Philippine fishing boats squeezed out of disputed South China Sea

There was a time when Filipino fisherman Ronnie Cojamco would return to shore carrying buckets overflowing with snapper and tuna. The teeming sandbar where he worked off Thitu Island, part of the disputed Spratly islands in the South China Sea, could always be relied on to deliver a big haul.

Then one day, a handful of much larger Chinese fishing vessels appeared on the horizon, and before long the area was swarming with them.

"They are in our fishing ground," says Cojamco, 48. "We just choose to avoid the place so we won't have problems."

An incident in 2017 convinced Cojamco and his fellow Filipinos it was time to move on. They were fishing around their local sandbar, two nautical miles from Thitu Island, when a Chinese vessel approached in an aggressive manner and blared its horns until the group retreated.

Cojamco says he's too afraid to go back. The Chinese boats are three times the size of the Filipinos' wooden bancas, so Cojamco fears what would happen in the event of a clash. He also worries that the Chinese crews might be armed.

The fishing ground is one of many potential flashpoints in the Spratlys, an archipelago that's the subject of competing territorial claims not just by China and the Philippines, but also Vietnam, Taiwan and Malaysia.

In the past decade, China has staked the most aggressive claim to the islands, building artificial military outposts on coral reefs, and also deploying navy and coast guard vessels in surrounding waters in a way that has impinged on the livelihoods of island dwellers like Cojamco.

In 2016, the Philippines won a case against China in the Permanent Court of Arbitration invalidating Beijing's so-called nine-dash line, a vague delineation supporting its claims to sovereignty over most parts of the South China Sea.

But the courtroom victory has changed nothing for Cojamco and his fellow fishing crews.

Chinese government vessels often sail around Thitu Island.

Depleted Catch

Cojamco arrived on Philippine-controlled Thitu island in 1999 to work in construction. The peaceful aura of the community convinced him to move his family there permanently.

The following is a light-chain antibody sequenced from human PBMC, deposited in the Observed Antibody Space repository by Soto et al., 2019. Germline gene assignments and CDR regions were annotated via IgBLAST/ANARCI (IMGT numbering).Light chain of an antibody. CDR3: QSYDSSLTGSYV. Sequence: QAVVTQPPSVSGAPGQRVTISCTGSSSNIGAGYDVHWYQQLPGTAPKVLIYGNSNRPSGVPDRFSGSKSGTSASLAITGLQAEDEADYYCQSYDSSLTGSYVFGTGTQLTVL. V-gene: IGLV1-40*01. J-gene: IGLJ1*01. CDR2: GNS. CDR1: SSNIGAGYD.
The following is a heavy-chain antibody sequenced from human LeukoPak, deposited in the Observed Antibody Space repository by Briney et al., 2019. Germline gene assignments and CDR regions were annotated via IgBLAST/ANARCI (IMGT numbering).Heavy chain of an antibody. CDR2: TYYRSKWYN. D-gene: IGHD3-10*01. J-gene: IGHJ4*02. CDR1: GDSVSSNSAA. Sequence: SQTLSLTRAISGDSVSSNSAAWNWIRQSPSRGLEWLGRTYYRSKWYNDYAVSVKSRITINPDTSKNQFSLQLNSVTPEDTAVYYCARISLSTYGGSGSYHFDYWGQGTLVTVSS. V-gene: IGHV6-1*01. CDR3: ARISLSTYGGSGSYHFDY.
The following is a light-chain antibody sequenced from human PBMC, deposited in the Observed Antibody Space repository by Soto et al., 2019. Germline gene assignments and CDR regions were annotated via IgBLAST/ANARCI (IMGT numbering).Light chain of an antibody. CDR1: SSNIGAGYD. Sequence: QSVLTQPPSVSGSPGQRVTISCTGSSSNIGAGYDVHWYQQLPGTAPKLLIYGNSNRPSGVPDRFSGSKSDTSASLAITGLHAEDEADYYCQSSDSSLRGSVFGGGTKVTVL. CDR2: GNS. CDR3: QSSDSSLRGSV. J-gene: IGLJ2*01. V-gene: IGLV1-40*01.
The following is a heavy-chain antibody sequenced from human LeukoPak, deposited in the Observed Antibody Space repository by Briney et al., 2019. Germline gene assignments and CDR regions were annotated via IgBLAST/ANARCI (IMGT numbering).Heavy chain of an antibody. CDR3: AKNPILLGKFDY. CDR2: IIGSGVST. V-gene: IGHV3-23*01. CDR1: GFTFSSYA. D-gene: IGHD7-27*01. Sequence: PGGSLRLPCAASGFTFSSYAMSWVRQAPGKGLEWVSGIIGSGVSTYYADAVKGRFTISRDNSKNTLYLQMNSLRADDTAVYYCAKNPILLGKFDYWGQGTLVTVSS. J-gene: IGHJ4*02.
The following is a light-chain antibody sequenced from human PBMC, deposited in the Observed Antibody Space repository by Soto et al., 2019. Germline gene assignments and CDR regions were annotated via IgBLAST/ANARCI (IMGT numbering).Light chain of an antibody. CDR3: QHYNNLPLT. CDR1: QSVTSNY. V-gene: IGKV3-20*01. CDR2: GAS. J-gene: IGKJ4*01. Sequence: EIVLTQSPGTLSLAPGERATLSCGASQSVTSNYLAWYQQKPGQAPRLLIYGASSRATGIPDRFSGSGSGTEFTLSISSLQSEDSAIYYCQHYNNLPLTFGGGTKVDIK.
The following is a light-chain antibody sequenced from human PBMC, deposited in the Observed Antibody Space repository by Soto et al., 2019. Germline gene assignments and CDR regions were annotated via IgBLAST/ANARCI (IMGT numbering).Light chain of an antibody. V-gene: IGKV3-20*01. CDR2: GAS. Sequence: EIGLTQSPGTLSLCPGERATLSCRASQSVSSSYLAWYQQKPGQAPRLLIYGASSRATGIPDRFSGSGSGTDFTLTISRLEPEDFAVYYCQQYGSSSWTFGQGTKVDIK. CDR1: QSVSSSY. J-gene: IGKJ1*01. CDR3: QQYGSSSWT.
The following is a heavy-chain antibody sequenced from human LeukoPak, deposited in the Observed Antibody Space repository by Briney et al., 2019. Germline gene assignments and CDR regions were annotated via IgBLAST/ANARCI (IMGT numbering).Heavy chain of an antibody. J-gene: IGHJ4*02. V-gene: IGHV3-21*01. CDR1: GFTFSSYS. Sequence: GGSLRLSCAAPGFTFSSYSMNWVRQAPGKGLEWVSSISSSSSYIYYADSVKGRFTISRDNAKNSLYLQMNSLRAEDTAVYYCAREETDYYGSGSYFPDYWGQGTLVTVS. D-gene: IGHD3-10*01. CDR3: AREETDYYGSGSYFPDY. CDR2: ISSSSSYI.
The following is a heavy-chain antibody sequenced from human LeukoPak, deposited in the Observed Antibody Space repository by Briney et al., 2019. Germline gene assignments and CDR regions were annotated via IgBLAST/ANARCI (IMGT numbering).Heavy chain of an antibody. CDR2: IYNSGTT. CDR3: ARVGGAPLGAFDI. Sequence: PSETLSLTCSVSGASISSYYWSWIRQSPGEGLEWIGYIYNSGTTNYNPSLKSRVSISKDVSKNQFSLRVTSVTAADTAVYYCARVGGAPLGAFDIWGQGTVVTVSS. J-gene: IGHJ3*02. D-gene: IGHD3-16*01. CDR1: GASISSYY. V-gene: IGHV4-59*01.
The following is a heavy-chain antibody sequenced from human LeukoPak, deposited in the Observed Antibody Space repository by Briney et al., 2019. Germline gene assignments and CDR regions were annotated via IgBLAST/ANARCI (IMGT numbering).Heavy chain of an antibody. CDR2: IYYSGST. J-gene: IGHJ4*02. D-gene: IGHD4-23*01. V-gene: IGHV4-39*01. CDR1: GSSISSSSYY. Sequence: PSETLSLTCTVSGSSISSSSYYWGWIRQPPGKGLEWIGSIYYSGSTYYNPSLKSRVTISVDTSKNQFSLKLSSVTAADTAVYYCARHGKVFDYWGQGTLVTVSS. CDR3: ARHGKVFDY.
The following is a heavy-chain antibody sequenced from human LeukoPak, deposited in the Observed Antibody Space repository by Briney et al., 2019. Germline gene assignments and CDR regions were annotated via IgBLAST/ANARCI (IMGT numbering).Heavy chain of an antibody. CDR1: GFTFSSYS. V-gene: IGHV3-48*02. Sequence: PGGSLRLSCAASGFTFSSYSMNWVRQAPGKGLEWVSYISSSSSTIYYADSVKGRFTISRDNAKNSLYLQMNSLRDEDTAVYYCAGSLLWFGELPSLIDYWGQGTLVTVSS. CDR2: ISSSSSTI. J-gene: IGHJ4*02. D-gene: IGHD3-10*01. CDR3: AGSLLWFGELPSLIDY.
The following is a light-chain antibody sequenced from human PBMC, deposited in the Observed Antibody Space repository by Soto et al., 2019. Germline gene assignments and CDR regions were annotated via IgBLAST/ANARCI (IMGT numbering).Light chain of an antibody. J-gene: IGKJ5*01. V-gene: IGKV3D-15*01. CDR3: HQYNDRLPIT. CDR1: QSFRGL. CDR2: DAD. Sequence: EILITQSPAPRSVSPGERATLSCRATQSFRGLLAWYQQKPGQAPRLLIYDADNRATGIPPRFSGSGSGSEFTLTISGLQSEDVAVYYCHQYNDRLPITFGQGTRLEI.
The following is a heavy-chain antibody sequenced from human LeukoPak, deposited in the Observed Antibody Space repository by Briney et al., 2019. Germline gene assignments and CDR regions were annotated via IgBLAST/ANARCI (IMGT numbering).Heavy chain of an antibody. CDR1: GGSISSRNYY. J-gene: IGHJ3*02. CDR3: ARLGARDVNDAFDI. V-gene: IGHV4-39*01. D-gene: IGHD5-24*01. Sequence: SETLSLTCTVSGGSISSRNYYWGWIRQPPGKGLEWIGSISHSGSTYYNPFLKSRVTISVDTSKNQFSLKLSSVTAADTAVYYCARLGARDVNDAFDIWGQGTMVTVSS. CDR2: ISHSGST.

He eventually turned his hand to fishing, and for more than a decade he lived comfortably off the waters around the local sandbar. Now that he has been forced to fish further away, his catch has plunged.

"We used to catch 10 kilograms in an hour," he says, "but now, even if we fish the entire night, we can only get 5 kilograms. Sometimes, we can't even get that much."

Ronnie Cojamco speaks to NHK.

Cojamco is just one of the many people in the local fishing community who are struggling.

Data from the Philippine Statistics Authority shows the haul from Philippine-claimed waters in the South China Sea fell from 295,332 metric tons in 2021 to 275,872 the following year.

Another factor that's hurting the local fishing community, Cojamco says, is the way the Chinese fish. They use so-called superlights ― powerful halogen or metal halide lights submerged below the surface or positioned just above it ― that lure even juvenile fish into their path, where they are caught before they can mature and replenish stocks.

It's just one example of long-term harm being done to the marine environment.

Research by the University of the Philippines Marine Science in 2019 claims Manila is losing around $595 million per year due to Chinese reclamation activities, which have had a lasting effect on habitats and coral reefs in the Spratlys and Panatag Shoal.

Tourism for territorial claims

In a bid to advance its claim over the resource-rich waterway, the Philippine government recently turned to tourism.

In June, Manila launched the Great Kalayaan Expedition, a $2,400, week-long tour of the area that takes visitors through crystal clear waters, along white-sand beaches, and through lush jungles. To facilitate the soft diplomacy initiative, the government lifted a ban on visitors to the Philippine-claimed features in the Spratlys that had been in place to avoid inflaming tensions with other countries.

"These islands are ours so we have the right to use their tourism resources," says tourism officer Earl Fabellar. "A foreigner stepping here is like a statement that we are opening up these islands of ours to the world."

Philippine officials say they plan to hold the tours on a regular basis from next year.

For Cojamco, who has struggled to earn a decent living from his smaller catch, the tourism initiative represents a chance not only to strengthen Philippine sovereignty, but also to directly improve the lives of the roughly 200 residents of Thitu Island.

"We can have tourism jobs here," he says. "The government will earn more, and those improved earnings will trickle down to us, the people."

Tour participants enjoy water sports including fishing.

Philippines-Japan-US Alliance

A week after the first guided tour, the national security advisors of the Philippines, United States and Japan met in Tokyo to discuss three-way cooperation in the region.

Eduardo Ano, Jake Sullivan, and Akiba Takeo said they remain committed to ensuring peace and stability in the Indo-Pacific, even in the face of increasingly aggressive behavior by China.

They discussed opportunities for joint naval exercises in the disputed waters in support of freedom of navigation and broader rules-based order.

Despite these pledges, Cojamco is despondent about the future. He says he's worried that one day he'll lose access not just to the waters near the sandbar, but to the entire Philippine Sea.

Even so, he's not giving up. "[I hope] someday it will be clear that this is our territory. There should be a government-to-government talk. All problems can be resolved through peaceful discussions."